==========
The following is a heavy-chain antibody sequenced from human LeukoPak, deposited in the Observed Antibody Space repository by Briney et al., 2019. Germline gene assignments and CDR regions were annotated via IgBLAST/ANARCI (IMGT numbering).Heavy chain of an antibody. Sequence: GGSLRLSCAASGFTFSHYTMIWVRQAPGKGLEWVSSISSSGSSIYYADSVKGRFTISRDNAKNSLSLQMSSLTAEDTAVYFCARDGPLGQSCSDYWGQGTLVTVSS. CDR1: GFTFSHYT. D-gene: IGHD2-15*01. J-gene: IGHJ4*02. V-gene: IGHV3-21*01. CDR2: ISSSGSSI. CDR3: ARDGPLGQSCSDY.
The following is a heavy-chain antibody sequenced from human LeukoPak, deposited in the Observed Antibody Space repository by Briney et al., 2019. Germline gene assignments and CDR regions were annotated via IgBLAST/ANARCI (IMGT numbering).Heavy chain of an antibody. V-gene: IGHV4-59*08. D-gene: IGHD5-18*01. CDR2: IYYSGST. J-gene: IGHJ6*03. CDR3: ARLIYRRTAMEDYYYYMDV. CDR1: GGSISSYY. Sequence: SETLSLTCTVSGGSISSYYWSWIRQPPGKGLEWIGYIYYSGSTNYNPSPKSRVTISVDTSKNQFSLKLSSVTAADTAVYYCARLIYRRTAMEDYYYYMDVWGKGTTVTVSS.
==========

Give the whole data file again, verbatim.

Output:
The following is a heavy-chain antibody sequenced from human LeukoPak, deposited in the Observed Antibody Space repository by Briney et al., 2019. Germline gene assignments and CDR regions were annotated via IgBLAST/ANARCI (IMGT numbering).Heavy chain of an antibody. Sequence: GGSLRLSCAASGFTFSHYTMIWVRQAPGKGLEWVSSISSSGSSIYYADSVKGRFTISRDNAKNSLSLQMSSLTAEDTAVYFCARDGPLGQSCSDYWGQGTLVTVSS. CDR1: GFTFSHYT. D-gene: IGHD2-15*01. J-gene: IGHJ4*02. V-gene: IGHV3-21*01. CDR2: ISSSGSSI. CDR3: ARDGPLGQSCSDY.
The following is a heavy-chain antibody sequenced from human LeukoPak, deposited in the Observed Antibody Space repository by Briney et al., 2019. Germline gene assignments and CDR regions were annotated via IgBLAST/ANARCI (IMGT numbering).Heavy chain of an antibody. V-gene: IGHV4-59*08. D-gene: IGHD5-18*01. CDR2: IYYSGST. J-gene: IGHJ6*03. CDR3: ARLIYRRTAMEDYYYYMDV. CDR1: GGSISSYY. Sequence: SETLSLTCTVSGGSISSYYWSWIRQPPGKGLEWIGYIYYSGSTNYNPSPKSRVTISVDTSKNQFSLKLSSVTAADTAVYYCARLIYRRTAMEDYYYYMDVWGKGTTVTVSS.